So, when using FT8 or 4, I feel that it’s rather important that we control the program and not simply click on the enable button, sit back and let it manage how we operate. Good operating practice has taught us how to operate correctly.

ARRL is once again welcoming visitors although tours through the building is not being offered at this time. Masks are required. Any staffer that you wish to see will come to the lobby to see you. Station W1AW is open to visitors also and may operate the station during hours when the station is not transmitting bulletins or code practice. ARRL is so close by, only a 90-minute drive. It really is a place that you must see. It’s best to contact them first, not simply dropping by. I visited recently along with two friends. We stayed the entire day, accomplished several items of business, enjoyed lunch at Yanni’s and finished with a couple of hours on the air from W1AW. It’s a great thrill to operate a first-class station and use an historical call sign.  Station Manager, Joe Carcia will make you feel at home.

Speaking about ARRL, the Providence Radio Association or PRA as they are known, will celebrate its 100th anniversary of ARRL Affiliation on December 9th. This is a significant achievement and the club’s leaders should feel very proud. How many clubs launch with great fanfare and energy but dissolve after a few years? It takes vision and management skill to remain healthy, solvent and viable for a century. Their call sign, W1OP is heard around the world often on the DX bands as all active operators will affirm. Their signal emanates from their powerful station atop Neutaconkanut Hill, 296 feet above Providence.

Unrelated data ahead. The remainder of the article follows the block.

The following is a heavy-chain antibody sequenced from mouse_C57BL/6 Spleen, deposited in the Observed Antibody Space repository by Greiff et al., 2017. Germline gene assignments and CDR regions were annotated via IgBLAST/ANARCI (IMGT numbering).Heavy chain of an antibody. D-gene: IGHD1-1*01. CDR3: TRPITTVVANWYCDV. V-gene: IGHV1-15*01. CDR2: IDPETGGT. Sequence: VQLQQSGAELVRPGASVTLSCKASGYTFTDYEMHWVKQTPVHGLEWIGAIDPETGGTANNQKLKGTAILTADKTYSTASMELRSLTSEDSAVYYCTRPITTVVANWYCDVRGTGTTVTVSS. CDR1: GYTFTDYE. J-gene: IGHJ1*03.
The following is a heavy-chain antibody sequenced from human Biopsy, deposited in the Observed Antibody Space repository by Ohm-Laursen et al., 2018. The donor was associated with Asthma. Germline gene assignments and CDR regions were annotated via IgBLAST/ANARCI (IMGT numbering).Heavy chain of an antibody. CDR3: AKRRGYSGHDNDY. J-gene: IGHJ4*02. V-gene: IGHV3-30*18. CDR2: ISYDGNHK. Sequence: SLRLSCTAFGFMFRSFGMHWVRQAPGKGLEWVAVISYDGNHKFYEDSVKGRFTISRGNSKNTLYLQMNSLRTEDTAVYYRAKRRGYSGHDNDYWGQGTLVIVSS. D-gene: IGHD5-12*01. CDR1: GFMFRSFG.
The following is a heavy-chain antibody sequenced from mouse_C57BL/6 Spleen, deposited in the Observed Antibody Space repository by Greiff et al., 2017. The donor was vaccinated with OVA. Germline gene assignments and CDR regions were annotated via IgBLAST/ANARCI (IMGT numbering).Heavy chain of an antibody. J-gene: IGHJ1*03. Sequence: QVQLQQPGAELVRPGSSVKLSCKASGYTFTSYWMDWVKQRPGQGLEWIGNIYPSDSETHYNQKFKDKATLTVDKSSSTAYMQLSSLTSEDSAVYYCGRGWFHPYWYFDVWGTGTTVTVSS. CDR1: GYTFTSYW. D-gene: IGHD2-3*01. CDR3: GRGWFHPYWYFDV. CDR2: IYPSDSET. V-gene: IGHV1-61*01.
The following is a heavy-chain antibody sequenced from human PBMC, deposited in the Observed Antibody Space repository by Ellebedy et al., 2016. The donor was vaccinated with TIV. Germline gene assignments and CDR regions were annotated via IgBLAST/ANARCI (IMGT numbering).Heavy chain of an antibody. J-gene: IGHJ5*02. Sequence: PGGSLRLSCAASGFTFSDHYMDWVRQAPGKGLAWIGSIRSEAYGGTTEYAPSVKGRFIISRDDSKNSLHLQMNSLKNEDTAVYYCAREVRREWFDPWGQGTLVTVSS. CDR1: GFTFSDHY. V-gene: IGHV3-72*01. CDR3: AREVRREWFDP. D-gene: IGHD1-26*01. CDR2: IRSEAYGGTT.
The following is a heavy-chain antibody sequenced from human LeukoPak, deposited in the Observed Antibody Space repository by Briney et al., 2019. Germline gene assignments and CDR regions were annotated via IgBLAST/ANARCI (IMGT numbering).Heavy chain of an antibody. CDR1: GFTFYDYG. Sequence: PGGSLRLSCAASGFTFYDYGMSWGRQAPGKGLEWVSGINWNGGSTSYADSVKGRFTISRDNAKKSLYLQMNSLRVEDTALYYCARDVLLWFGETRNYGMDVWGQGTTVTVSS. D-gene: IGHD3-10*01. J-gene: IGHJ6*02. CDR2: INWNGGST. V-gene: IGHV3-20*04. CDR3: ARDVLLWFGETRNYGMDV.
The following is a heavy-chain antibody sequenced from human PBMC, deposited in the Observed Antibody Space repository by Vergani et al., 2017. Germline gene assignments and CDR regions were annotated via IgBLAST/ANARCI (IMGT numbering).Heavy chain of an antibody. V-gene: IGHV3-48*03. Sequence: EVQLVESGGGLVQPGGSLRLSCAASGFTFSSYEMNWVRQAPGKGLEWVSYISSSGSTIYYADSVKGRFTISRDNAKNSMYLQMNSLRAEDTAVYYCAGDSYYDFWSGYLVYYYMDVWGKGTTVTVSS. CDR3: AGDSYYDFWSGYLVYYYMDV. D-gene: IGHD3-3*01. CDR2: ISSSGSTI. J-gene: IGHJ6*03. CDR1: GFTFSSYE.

Along with NE Director K1VR and ARRL 1st VP, K1TWF, members will celebrate and prepare for their next hundred years. Congratulations and best wishes folks. Keep up your fine work.

The Volunteer Monitor Program, which replaced the OO program, issued its October report on Nov 11th. Chairman Riley Hollingsworth reports details of the work contributed by its volunteers resulting in numerous advisories. Details may be read at

Recipients of these advisories should feel grateful that they came from friendly fellow hams and not the dreaded “pink slips” from the “candy company”. Hopefully, recipients will accept the advisories in the spirit they were intended and take corrective action. If they don’t of course, their next notice may not be so friendly.  Very happy Thanksgiving to all my friends in RI. I hope that you’ll be able to meet safely with family and friends and follow all the health advisories. I am fully vaccinated and received my flu and booster shots last week. Stay well, please.


ARRL Rhode Island Section
Section Manager: Robert G Beaudet, W1YRC